Unreal Championship 2 The Liandri Conflict review

Unreal is undoubtedly the campest game franchise ever. With spandex, crotchless chaps and shoulder pads (and that's just the male characters), this new Xbox version is the pinnacle of drag queen fashion.

What's hilarious is that the developers probably don't even realise it's as tasteless as Elton John's wardrobe. Still, if camp gladiators are your thing then you're going to simply adore this.

Luckily too, there's also a superb game trapped beneath the extravagance for those with more conservative sartorial tastes.

In truth, Unreal Championship 2 shouldn't really work. Previously famous for being the only brand to rival Quake in the arena combat genre, Epic has now added third-person melee to the battle moves.

It's been done to distinguish Unreal Championship 2 from the competition, but third-person melee combat in arena games rarely works. Go ahead and think of a good example... Exactly.

Arena games need to have speed and freneticism, but close quarters combat is often too random with targets moving quickly in and out of view, the player hitting buttons madly hoping for a decisive blow.

It can be an oddly frustrating affair - and that's why most developers tend to stick to the first-person elements, with a melee attack built in for the rare moments you actually get up close and personal.

So at quite a risk to the game (and, let's face it, their sizeable reputation too), Epic decided to shake up the genre and plump for both styles of combat.

It's clearly been a difficult balancing act but it's one that has paid off. A well-implemented lock-on feature ensures your view tracks a given enemy and makes melee attacks both workable and rewarding.

It never fully loses a slight feeling of capriciousness, especially when an enemy is powered up with speed and leaping around like a gazelle on hot coals, but it's the best system we've experienced in a game of this type.

UC2 is initially bewildering, but it thoroughly rewards those who persevere. At first you will find the number of attacks, weapons, special moves, power-ups and adrenaline abilities perplexing and confusing, but great credit must go to the designers: each has its place and usefulness, lending the game an impressive level of depth.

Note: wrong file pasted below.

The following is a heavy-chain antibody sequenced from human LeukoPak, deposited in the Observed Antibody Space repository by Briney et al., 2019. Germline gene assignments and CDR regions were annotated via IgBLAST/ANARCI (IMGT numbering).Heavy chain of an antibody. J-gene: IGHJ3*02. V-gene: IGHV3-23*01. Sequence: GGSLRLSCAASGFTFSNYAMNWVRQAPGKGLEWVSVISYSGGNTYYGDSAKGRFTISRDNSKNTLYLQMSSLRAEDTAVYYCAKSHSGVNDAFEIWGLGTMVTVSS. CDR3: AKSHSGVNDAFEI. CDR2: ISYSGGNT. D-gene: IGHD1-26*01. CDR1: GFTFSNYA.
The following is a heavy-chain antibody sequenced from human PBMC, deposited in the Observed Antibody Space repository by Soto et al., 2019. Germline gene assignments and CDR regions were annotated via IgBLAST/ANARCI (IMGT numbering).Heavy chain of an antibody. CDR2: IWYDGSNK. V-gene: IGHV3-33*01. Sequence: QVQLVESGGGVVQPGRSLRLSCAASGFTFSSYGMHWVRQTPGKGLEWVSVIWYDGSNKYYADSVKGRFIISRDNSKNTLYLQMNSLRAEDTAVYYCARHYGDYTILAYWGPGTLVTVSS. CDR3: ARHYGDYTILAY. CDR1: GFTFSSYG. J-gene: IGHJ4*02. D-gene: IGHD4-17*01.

This isn't your average button-bashing brawler and to play the game expertly, honing your skills to their utmost could easily take months. That might sound daunting, but a basic tutorial and a single-player campaign eases you through some of the trickier combat techniques.

The learning curve is initially steep, but you feel an enormous sense of achievement when you start to master the controls and go from a humiliating loser to a killing spree maniac.

UC2 is a game you need to stick at or the skills and precise timing you've built up will start to erode.

There are no massive weapon surprises - flak cannons, sniper rifles, energy guns and rocket launchers. However, as this is a futuristic sports game, each has a unique, and often powerful, secondary function.

Holding down the left trigger enables you to fire three rockets at once, detonate an energy charge mid-flight and even stun an enemy, depending on the weapon you're carrying.

You begin each tournament (and extra life after a respawn) with a puny pistol so must search for item pick-ups around the arenas.

As well as big guns you get a number of special defensive moves that give combat another dimension missing from similar arena games. Pressing both triggers simultaneously forms a shield, and in melee mode it's possible to deflect shots by pressing the left stick forward, though this must be timed perfectly.

Playing defensively has benefits other than just protecting your health bar as your adrenaline meter can increase during these periods.

And using adrenaline is a neat way of getting an advantage over your foes. Press X and an on-screen menu succinctly indicates which are available (each character uses different ones).

These include Nimble (the ability to leap huge distances and scale structures), Warrior Spirit (a kind of hard-man berserk mode) and Heal (which tops up your health meter, obviously).

Even in the frenzy of a battle adrenaline abilities are simple to trigger and can be life-savers if used wisely. It really adds an extra tactical element.

So, as you can tell, this is not your average fire-and-forget arena game and that it all hangs together so well shows what a good job Epic has done to balance the various weapons and tactical components. For our money there are just two flawed features in the game.